Why those who support Trump do so can be captured by perspectives on income, not income itself; by perspectives on race and immigration, not by racial identity; by a sense that everybody else is wrong for the job, even if he is not quite right for it. Consider: 63 percent of Trump voters favor revoking birthright citizenship (compared to the 51 percent in the overall Republican National Committee (GOP) electorate). Sixty-six percent of Trump supporters claim that President Barack Obama is a Muslim—twelve points higher than the overall GOP figure.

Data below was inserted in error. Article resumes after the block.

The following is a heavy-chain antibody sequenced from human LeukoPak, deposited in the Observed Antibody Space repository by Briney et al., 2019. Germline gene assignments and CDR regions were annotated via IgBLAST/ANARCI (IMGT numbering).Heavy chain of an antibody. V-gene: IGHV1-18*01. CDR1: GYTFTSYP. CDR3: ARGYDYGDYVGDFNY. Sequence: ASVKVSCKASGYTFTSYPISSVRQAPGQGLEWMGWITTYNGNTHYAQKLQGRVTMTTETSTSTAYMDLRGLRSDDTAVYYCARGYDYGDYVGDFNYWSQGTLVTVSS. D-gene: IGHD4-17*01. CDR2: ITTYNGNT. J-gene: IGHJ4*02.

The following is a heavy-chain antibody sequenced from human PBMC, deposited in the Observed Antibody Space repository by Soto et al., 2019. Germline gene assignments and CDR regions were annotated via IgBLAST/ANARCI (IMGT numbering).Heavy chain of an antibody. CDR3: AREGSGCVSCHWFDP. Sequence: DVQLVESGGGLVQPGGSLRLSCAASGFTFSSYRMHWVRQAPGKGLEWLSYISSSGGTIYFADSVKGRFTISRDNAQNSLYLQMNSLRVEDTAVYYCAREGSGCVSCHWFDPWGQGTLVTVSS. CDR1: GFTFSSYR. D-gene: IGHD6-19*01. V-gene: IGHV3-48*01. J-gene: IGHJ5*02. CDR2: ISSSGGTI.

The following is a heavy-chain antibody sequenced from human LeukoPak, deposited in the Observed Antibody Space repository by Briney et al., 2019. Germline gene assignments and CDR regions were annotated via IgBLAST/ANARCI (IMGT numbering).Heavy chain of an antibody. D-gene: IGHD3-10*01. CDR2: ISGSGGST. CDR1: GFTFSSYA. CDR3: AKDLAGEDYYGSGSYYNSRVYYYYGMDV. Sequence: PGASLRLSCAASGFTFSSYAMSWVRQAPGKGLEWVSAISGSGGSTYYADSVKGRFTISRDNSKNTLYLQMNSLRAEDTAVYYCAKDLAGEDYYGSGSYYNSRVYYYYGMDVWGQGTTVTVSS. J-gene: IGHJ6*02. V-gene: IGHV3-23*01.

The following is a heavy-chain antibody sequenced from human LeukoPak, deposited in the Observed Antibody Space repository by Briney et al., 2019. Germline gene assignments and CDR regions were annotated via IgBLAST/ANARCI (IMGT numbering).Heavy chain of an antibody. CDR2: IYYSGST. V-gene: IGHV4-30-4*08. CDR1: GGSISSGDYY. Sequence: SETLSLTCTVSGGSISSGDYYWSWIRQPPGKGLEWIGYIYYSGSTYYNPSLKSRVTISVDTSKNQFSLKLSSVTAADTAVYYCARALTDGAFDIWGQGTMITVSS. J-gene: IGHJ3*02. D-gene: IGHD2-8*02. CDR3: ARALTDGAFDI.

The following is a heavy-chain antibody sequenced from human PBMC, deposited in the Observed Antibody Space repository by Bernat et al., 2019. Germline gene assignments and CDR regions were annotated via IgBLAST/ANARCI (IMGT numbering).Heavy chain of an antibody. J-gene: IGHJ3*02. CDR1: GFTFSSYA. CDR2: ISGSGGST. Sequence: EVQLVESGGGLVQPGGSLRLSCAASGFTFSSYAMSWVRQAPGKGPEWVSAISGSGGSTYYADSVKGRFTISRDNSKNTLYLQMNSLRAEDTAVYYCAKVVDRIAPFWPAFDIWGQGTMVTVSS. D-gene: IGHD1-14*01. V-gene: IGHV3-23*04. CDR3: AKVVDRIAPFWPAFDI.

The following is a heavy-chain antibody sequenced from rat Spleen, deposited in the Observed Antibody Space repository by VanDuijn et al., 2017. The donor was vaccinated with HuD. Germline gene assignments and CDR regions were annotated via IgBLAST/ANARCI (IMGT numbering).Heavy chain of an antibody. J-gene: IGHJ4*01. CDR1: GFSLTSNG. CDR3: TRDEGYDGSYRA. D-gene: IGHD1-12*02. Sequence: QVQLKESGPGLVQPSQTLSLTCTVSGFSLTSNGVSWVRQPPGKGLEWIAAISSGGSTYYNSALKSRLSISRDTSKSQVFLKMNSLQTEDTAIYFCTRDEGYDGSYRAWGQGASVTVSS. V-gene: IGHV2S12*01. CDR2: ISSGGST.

These perspectival shards press us to think about what organizes groups to adhere to ideas that seem senseless to those outside the group; to observe, as well, the fear of those groups. They press us to think, among other things, about religion.